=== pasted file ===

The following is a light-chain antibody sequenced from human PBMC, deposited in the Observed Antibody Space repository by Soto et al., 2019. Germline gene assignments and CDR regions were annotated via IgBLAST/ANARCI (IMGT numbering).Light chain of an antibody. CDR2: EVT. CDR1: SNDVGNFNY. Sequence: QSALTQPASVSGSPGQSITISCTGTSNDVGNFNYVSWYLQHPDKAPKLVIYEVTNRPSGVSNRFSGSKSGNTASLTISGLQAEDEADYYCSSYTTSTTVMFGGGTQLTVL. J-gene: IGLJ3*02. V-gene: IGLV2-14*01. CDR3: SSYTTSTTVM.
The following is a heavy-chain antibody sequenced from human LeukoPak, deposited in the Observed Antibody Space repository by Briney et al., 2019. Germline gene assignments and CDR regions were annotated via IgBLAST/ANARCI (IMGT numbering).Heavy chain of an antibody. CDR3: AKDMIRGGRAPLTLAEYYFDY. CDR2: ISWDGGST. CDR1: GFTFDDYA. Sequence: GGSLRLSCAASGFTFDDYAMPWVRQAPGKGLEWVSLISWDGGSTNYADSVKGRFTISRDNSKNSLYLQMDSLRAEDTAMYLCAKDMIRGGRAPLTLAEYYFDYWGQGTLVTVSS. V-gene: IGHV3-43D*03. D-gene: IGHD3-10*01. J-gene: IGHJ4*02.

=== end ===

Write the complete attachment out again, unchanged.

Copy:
The following is a light-chain antibody sequenced from human PBMC, deposited in the Observed Antibody Space repository by Soto et al., 2019. Germline gene assignments and CDR regions were annotated via IgBLAST/ANARCI (IMGT numbering).Light chain of an antibody. CDR2: EVT. CDR1: SNDVGNFNY. Sequence: QSALTQPASVSGSPGQSITISCTGTSNDVGNFNYVSWYLQHPDKAPKLVIYEVTNRPSGVSNRFSGSKSGNTASLTISGLQAEDEADYYCSSYTTSTTVMFGGGTQLTVL. J-gene: IGLJ3*02. V-gene: IGLV2-14*01. CDR3: SSYTTSTTVM.
The following is a heavy-chain antibody sequenced from human LeukoPak, deposited in the Observed Antibody Space repository by Briney et al., 2019. Germline gene assignments and CDR regions were annotated via IgBLAST/ANARCI (IMGT numbering).Heavy chain of an antibody. CDR3: AKDMIRGGRAPLTLAEYYFDY. CDR2: ISWDGGST. CDR1: GFTFDDYA. Sequence: GGSLRLSCAASGFTFDDYAMPWVRQAPGKGLEWVSLISWDGGSTNYADSVKGRFTISRDNSKNSLYLQMDSLRAEDTAMYLCAKDMIRGGRAPLTLAEYYFDYWGQGTLVTVSS. V-gene: IGHV3-43D*03. D-gene: IGHD3-10*01. J-gene: IGHJ4*02.